US 8217679 B2 Abstract A method of calculating total power usage of a field programmable gate array (FPGA) without external components generates at least one coefficient based on a power equation and a given FPGA logic design, wherein the power equation calculates FPGA power as a function of temperature and voltage. The at least one coefficient is applied to the power equation along with internally generated temperature and voltage measurement values. The temperature measurement and the voltage measurement values are applied to the power equation with the at least one coefficient applied to calculate a power measurement based on the temperature measurement value and the voltage measurement value. The at least one coefficient is generated by taking an FPGA design and iteratively simulating the design in a power estimation tool over a range of temperature and input voltage values. A characterization data set is generated and curve fitted to the power equation to produce the at least one coefficient.
Claims(20) 1. A method for determining in real time a power usage of a field programmable gate array (FPGA) without the use of external components, comprising:
a) storing in a memory on the FPGA one or more coefficients associated with a power usage formula, the one or more stored coefficients determined according to a curve fit power estimate of said power usage formula for said FPGA over a range of temperatures and voltages, and further based on a given logic design model of said FPGA;
b) sensing in real-time on the FPGA a temperature of the FPGA;
c) sensing in real-time on the FPGA an input voltage applied to the FPGA;
d) determining in real-time the power usage of the FPGA based on the sensed temperature of the FPGA, the input voltage of the FPGA, and at least one of the stored one or more coefficients, according to said power usage formula;
wherein sensing said temperature and said input voltage are performed without use of external components.
2. The method of
3. The method of
( a _{1} V ^{3} +a _{2} V ^{2} +a _{3} V+a _{4})×e ^{BT}+(b _{1} V ^{2} +b _{2} V+b _{3});wherein at least one of the coefficients a
_{1}, a_{2}, a_{3}, a_{4}, b_{1}, b_{2}, b_{3}, of said power usage formula applied in said determining step, are the stored coefficients determined according to the curve fit power estimate of step (a); and whereinB is Boltzmann's constant;
T is the sensed temperature in degrees Celsius; and
V is the sensed input voltage.
4. The method of
establishing the logic design model of the FPGA;
iteratively simulating the FPGA logic design using a power estimation tool, the simulation performed over a range of temperature values and a range of input voltage values to provide a plurality of power estimate values;
generating a characterization data set based on the power estimate values;
generating the at least one coefficient for use in the power usage formula by curve fitting the characterization data set to a data set representing the power usage formula over a range of temperature values and voltage values, wherein the establishing, iteratively simulating, generating the characterization data set, and generating said at least one coefficient, are performed in an off-line mode prior to said real time processing steps.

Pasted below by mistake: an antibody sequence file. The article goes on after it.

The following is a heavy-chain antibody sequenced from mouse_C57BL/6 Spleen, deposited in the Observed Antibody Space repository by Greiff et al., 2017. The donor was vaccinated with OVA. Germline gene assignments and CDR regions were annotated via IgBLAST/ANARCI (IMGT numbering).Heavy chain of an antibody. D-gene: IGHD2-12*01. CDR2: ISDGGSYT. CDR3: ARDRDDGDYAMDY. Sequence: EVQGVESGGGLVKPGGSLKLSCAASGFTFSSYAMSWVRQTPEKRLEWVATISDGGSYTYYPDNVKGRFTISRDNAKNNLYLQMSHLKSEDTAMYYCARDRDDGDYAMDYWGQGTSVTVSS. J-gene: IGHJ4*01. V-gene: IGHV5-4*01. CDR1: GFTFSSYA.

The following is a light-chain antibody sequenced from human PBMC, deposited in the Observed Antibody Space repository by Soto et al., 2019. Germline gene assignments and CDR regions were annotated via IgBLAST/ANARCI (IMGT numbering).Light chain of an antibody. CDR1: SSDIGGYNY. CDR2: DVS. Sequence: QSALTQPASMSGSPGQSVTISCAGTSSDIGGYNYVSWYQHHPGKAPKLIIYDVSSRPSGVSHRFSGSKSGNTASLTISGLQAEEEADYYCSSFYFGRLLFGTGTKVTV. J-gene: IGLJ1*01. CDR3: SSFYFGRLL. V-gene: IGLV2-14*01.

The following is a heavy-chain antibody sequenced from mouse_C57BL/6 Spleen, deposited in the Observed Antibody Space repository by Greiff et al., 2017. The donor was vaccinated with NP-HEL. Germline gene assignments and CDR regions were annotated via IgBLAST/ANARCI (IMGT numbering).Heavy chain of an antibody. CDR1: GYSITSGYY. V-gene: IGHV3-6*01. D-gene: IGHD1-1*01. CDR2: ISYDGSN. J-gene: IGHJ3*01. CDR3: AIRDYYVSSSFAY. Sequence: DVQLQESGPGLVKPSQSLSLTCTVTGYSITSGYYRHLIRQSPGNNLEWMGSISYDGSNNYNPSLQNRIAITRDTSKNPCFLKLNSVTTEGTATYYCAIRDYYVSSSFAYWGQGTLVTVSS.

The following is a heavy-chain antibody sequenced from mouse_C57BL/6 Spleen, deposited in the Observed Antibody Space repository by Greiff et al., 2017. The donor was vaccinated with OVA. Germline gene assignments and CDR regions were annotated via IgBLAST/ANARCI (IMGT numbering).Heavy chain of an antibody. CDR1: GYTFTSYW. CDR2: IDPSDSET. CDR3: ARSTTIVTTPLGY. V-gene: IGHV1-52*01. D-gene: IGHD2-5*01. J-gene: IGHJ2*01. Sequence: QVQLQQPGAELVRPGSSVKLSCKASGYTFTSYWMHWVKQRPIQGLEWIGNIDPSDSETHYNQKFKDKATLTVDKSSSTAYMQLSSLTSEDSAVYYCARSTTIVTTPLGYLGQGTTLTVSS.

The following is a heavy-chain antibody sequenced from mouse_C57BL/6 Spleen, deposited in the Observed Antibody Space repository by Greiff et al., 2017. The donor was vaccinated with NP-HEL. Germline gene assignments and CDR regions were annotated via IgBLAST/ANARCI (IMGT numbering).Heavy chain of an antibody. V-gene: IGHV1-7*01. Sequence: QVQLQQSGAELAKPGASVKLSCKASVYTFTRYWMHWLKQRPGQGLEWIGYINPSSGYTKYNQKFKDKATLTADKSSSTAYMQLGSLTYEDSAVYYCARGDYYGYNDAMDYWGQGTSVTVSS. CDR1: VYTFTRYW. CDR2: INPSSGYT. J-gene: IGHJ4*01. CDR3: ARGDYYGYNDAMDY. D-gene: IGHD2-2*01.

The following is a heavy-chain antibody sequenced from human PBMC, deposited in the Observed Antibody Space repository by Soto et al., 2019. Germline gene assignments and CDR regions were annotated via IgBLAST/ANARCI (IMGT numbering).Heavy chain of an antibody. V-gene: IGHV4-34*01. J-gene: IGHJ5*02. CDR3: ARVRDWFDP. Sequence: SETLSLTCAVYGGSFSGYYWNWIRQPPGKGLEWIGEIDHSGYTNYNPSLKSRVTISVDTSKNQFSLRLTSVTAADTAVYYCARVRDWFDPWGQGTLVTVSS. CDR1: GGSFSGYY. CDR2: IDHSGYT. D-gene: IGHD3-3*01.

5. The method of
6. The method of
7. The method of
8. The method of
9. The method of
10. A system for determining in real time a power usage of a field programmable gate array (FPGA), comprising:
a) a memory on the FPGA for storing one or more coefficients associated with a power usage formula, the one or more stored coefficients determined according to a curve fit power estimate of said power usage formula for said FPGA over a range of temperatures and voltages, and further based on a given logic design model of said FPGA;
b) a sensor on the FPGA for determining in real-time a temperature of the FPGA without use of external components;
c) a sensor on the FPGA for determining in real-time an input voltage applied to the FPGA without use of external components;
d) a processor on the FPGA for determining in real-time the power usage of the FPGA based on the sensed temperature of the FPGA, the determined input voltage of the FPGA, and at least one of the stored one or more coefficients, according to said power usage formula.
11. The system of
12. The system of
( a _{1} V ^{3} +a _{2} V ^{2} +a _{3} V+a _{4})×e ^{BT}+(b _{1} V ^{2} +b _{2} V+b _{3); } wherein at least one of the coefficients a
_{1}, a_{2}, a_{3}, a_{4}, b_{1}, b_{2}, b_{3}, of said power usage formula applied by said processor, are the stored coefficients determined according to the curve fit power estimate; and whereinB is Boltzmann's constant;
T is the sensed temperature in degrees Celsius; and
V is the determined input voltage.
13. The system of
a logic design model of the FPGA stored in memory remote from the FPGA;
a power estimation module remote from the FPGA for iteratively simulating the FPGA logic design over a range of temperature values and a range of input voltage values to provide a plurality of power estimate values;